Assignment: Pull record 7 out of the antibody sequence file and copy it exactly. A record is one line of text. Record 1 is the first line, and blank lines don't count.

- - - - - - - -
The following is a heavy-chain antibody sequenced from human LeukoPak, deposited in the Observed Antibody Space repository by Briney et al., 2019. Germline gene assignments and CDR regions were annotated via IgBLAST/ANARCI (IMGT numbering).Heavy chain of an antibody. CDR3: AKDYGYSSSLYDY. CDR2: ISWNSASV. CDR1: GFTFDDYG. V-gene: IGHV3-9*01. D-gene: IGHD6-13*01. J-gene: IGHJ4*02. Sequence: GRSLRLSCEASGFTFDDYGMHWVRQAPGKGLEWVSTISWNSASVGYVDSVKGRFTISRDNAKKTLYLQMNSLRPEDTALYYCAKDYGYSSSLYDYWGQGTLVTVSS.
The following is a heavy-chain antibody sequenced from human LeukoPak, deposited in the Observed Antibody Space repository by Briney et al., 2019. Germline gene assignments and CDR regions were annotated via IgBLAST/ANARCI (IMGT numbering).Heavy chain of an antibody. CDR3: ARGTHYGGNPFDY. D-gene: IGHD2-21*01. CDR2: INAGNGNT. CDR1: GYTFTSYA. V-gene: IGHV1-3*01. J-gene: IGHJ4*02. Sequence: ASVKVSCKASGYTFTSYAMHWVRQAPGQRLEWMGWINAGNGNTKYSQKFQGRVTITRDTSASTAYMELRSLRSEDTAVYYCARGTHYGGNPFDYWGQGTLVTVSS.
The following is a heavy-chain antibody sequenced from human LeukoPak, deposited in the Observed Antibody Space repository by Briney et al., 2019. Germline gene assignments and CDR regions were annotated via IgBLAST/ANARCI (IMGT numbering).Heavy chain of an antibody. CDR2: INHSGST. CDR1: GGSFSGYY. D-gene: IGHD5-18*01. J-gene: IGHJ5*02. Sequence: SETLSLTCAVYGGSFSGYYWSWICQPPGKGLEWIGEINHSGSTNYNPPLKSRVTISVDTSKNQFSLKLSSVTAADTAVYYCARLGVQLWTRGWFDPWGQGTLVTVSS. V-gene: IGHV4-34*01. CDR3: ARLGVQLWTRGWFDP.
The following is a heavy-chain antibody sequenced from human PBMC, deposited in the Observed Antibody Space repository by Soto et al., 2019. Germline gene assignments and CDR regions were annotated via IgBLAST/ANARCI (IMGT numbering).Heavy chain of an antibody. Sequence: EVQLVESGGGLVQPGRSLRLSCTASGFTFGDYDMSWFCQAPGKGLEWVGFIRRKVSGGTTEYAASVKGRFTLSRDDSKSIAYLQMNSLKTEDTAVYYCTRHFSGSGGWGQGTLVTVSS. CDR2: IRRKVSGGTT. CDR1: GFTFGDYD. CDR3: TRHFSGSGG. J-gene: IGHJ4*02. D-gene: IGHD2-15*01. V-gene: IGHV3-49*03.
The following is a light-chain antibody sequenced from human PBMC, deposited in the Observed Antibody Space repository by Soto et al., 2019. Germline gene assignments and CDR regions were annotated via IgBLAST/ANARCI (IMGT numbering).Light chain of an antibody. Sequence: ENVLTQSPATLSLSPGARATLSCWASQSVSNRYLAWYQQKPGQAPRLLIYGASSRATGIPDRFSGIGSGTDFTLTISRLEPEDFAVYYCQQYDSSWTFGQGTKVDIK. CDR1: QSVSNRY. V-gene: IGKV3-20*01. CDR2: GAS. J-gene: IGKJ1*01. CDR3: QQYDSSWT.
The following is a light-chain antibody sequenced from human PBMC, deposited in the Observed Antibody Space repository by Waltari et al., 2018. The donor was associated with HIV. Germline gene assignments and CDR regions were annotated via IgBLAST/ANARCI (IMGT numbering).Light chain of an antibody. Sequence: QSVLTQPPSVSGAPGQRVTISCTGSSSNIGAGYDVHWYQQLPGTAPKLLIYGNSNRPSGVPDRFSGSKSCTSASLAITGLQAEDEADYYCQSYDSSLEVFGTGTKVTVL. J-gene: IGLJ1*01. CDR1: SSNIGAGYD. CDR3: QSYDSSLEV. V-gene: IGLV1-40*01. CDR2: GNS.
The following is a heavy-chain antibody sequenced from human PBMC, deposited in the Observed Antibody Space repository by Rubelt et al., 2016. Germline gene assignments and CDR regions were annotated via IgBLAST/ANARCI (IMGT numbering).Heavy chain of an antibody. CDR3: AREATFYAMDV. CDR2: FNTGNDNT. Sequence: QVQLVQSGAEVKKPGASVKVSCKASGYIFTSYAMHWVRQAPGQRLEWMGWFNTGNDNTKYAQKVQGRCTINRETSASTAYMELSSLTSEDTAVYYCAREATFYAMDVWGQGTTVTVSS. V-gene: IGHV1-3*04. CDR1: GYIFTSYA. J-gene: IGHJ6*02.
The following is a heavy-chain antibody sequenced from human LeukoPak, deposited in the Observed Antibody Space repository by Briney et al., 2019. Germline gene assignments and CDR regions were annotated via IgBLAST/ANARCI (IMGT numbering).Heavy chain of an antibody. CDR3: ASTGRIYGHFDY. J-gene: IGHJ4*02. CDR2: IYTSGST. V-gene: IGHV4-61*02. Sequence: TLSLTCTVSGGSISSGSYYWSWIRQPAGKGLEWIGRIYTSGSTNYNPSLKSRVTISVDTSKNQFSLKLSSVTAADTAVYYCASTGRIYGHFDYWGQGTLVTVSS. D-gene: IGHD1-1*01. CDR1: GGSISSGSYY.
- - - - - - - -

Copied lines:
The following is a heavy-chain antibody sequenced from human PBMC, deposited in the Observed Antibody Space repository by Rubelt et al., 2016. Germline gene assignments and CDR regions were annotated via IgBLAST/ANARCI (IMGT numbering).Heavy chain of an antibody. CDR3: AREATFYAMDV. CDR2: FNTGNDNT. Sequence: QVQLVQSGAEVKKPGASVKVSCKASGYIFTSYAMHWVRQAPGQRLEWMGWFNTGNDNTKYAQKVQGRCTINRETSASTAYMELSSLTSEDTAVYYCAREATFYAMDVWGQGTTVTVSS. V-gene: IGHV1-3*04. CDR1: GYIFTSYA. J-gene: IGHJ6*02.